Bill Litosky, the service manager at Bergey’s Mack and Volvo of Franconia, Pa., provided detailed information about how to maintain and troubleshoot the power-steering system.
Grease all the mechanical parts of the front suspension and steering system at least every 15,000 miles to keep parts like kingpins from binding. This may require putting the front axle on secure jack stands to take the weight off the wheels — check your owner’s manual. Hard steering is commonly a result of neglect there, not trouble with the power steering.
In your pre- or post-trip inspection, check the fluid level. Refill with the fluid recommended on the reservoir, normally Dexron II or Dexron III transmission fluid. Wipe the dipstick cover off, pull the dipstick out and put in fluid until it reaches the upper line. On most reservoirs, there is a filler cap that is larger than the dipstick cover that you remove to pour in the fluid. On some, the filler cap and dipstick are combined.
On some reservoirs, you may need to remove the top by rotating it counter-cloc kwise with a wrench, then pulling it off. Use a syringe to remove a few ounces of fluid and pour it into a clean glass jar. Inspect if for significant amounts of bright metal or obvious moisture content. If it is contaminated, have the system flushed and the fluid replaced. Replace the filter with a new one. Refasten the filter by tightening the wingnut, or reinstalling the reservoir top with a wrench, using new gaskets.
Once the hose is replaced, refill the reservoir and start the engine, rotating the steering wheel back and forth and keeping the reservoir full to prime the system. Make sure the system is full and the steering response steady before operating on the road.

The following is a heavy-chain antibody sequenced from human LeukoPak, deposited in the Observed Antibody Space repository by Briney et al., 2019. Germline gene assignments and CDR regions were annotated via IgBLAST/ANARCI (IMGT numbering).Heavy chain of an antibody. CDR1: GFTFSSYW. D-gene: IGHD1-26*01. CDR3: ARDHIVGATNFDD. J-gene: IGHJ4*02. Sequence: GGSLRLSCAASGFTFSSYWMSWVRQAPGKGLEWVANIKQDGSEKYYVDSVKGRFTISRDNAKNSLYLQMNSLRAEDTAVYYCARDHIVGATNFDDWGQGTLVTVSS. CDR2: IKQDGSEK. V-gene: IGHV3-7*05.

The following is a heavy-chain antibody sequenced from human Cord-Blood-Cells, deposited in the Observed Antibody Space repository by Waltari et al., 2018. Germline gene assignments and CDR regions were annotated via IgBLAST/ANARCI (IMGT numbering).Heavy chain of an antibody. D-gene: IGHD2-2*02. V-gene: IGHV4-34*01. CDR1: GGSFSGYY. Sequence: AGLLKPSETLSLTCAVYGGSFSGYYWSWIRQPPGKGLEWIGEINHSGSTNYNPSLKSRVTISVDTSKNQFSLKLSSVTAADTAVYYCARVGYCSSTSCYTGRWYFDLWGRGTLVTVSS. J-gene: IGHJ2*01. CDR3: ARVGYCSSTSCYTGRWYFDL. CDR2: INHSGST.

Litosky says hard steering in both directions suggests a worn pump, while hard steering in only one direction suggests a bad steering box. But hard steering not attributable to the mechanical parts of the system must be troubleshot by a technician using an expensive set of gauges. Get a pro to troubleshoot the system to be sure.
If the problem turns out to be a steering box, it will have to be replaced with an exchange remanufactured one. Litosky says this is a difficult job that takes two technicians, and is especially difficult when the box is mounted on the inside of the frame, as is often the case.
This is a job best done by the pros. But taking care of the fluid and filter and greasing the steering to minimize the stress on the power-steering system will delay all major repairs.